Tag Archives: Dan Robinson

Dan’s thoughts on a Panasonic RF-9000 up for auction

Many thanks to SWLing Post contributor, Dan Robinson, who writes:

Appearing on the Japanese Buyee website is this RF-9000, which was the “King of Radios” of the heavy multiband “portable” era.

In recent years, RF-9000s in excellent to LNIB condition have sold for $10,000 or more.

A tour d’force of technology in its day, the 9000 featured room-filling main speakers and PLL technology that was advanced for its time.

The shortwave receiver section of the 9000 was plagued by PLL artifacts which prevented the radio from achieving what it could have had this problem not been solved in advance by Panasonic engineers.

A LNIB RF-9000 that I purchased for near $5,000 sold to a Hong Kong collector for $10,000 a few years ago. While I do miss its amazing FM quality and looks, the receiver ultimately lagged behind others, such as the SONY CRF-330K and 320 in performance.

The asking price for this 9000, which appears to have cosmetic issues, is in my view high.

Click here to view the RF-9000 auction.

Thank you for your insights, Dan!

Spread the radio love

Radio Waves: Hammarlund Legacy, FM Radio Using Arduino, VOA Report on Bias, ARISS SSTV Event, and Geminids

Radio Waves:  Stories Making Waves in the World of Radio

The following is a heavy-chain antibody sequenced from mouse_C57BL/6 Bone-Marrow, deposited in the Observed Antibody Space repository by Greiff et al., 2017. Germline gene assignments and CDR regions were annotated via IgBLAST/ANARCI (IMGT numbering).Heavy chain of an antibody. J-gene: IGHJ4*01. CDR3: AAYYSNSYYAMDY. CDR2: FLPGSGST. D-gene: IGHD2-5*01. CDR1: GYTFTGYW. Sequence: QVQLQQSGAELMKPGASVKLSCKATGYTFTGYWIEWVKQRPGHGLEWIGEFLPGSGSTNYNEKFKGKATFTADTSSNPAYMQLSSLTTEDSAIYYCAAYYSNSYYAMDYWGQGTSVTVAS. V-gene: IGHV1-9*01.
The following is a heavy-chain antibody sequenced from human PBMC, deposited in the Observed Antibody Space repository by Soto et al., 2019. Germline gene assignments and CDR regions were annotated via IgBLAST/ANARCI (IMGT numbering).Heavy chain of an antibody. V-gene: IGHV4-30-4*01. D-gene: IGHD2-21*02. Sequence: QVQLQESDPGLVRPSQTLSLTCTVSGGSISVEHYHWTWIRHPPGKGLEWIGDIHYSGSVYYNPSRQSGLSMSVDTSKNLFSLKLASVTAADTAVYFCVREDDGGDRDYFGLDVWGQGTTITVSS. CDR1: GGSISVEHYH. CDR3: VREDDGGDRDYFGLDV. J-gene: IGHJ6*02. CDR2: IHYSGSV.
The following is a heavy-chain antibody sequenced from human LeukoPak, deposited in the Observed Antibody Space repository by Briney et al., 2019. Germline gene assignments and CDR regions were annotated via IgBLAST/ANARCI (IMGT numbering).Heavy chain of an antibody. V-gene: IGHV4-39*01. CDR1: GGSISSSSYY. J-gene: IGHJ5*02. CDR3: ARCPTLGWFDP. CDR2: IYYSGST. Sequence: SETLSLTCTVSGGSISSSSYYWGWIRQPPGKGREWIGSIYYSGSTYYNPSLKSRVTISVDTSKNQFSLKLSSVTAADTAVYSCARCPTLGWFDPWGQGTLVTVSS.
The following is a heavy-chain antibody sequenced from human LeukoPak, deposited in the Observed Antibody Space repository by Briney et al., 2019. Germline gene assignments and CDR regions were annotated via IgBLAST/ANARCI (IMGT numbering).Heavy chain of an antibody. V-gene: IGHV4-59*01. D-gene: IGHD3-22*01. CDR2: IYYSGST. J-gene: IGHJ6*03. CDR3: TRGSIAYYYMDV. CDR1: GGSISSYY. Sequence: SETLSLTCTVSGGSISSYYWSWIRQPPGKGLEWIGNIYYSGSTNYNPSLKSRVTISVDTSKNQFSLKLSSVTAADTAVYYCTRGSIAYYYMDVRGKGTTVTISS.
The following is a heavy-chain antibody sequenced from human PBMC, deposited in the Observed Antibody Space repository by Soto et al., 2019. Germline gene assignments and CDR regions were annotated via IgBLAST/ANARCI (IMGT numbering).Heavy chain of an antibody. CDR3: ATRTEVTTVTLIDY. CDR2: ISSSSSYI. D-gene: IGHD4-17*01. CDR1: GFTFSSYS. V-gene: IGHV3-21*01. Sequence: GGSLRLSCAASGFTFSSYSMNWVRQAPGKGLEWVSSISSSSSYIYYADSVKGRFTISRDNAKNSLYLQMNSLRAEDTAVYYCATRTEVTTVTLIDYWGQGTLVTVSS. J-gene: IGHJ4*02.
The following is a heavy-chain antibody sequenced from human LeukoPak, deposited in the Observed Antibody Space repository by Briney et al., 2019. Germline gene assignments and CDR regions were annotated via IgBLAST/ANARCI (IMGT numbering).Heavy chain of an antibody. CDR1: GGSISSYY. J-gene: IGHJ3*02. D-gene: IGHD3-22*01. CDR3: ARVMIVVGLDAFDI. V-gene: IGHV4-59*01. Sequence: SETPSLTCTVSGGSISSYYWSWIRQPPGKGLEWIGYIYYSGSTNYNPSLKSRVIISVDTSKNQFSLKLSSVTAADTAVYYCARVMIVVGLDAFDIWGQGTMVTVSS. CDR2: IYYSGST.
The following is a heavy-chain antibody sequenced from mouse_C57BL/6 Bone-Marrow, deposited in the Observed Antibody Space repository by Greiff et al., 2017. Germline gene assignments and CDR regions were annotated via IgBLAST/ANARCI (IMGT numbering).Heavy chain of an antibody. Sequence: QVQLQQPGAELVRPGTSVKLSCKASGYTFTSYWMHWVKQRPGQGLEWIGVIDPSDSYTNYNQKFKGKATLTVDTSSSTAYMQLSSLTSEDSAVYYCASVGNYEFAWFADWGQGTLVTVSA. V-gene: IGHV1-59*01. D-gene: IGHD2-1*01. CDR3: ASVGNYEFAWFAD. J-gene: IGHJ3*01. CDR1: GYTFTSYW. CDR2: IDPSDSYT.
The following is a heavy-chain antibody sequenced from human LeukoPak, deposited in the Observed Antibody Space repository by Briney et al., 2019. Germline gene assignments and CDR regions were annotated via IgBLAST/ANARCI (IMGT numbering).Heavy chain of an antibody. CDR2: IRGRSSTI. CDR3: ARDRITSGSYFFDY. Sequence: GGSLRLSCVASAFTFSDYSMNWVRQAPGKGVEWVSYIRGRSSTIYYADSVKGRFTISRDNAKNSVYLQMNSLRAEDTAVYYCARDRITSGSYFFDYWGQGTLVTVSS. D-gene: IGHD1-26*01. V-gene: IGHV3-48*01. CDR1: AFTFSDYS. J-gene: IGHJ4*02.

Because I keep my ear to the waves, as well as receive many tips from others who do the same, I find myself privy to radio-related stories that might interest SWLing Post readers.  To that end: Welcome to the SWLing Post’s Radio Waves, a collection of links to interesting stories making waves in the world of radio. Enjoy!

Many thanks to SWLing Post contributors Trevor, Dan Robinson, and the Southgate ARC for the following tips:


Ham radio operators honor legacy of Mars Hill company (Citizen Times)

During the 1950’s and ’60’s, when the Hammarlund Manufacturing Company had a factory just west of Mars Hill College, the town could have been considered a world center of advanced electronic technology. With a company motto of “Quality Without Compromise,” almost 90% of American WWII wartime military electronic equipment employed Hammarlund capacitors. They also built U.S. Navy search radar installed on aircraft carriers, battleships and cruisers.